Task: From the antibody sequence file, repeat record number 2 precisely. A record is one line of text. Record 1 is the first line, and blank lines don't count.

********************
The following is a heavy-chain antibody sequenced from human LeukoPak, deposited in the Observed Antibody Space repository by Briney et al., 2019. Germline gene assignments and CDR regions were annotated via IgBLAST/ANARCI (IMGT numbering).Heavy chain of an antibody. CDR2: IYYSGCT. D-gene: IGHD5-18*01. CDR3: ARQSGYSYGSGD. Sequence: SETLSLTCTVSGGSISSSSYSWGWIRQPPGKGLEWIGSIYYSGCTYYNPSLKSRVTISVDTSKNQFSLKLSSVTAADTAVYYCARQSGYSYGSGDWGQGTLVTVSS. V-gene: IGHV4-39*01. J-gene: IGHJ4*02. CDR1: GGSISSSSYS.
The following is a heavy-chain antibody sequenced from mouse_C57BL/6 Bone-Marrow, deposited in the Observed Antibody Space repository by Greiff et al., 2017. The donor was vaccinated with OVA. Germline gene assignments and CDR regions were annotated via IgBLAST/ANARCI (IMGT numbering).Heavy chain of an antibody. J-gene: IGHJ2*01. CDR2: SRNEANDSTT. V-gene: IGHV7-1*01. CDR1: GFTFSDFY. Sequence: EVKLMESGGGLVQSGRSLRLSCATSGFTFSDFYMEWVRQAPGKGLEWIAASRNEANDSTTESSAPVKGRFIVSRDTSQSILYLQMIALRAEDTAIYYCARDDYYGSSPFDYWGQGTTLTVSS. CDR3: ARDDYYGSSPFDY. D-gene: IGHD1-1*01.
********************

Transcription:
The following is a heavy-chain antibody sequenced from mouse_C57BL/6 Bone-Marrow, deposited in the Observed Antibody Space repository by Greiff et al., 2017. The donor was vaccinated with OVA. Germline gene assignments and CDR regions were annotated via IgBLAST/ANARCI (IMGT numbering).Heavy chain of an antibody. J-gene: IGHJ2*01. CDR2: SRNEANDSTT. V-gene: IGHV7-1*01. CDR1: GFTFSDFY. Sequence: EVKLMESGGGLVQSGRSLRLSCATSGFTFSDFYMEWVRQAPGKGLEWIAASRNEANDSTTESSAPVKGRFIVSRDTSQSILYLQMIALRAEDTAIYYCARDDYYGSSPFDYWGQGTTLTVSS. CDR3: ARDDYYGSSPFDY. D-gene: IGHD1-1*01.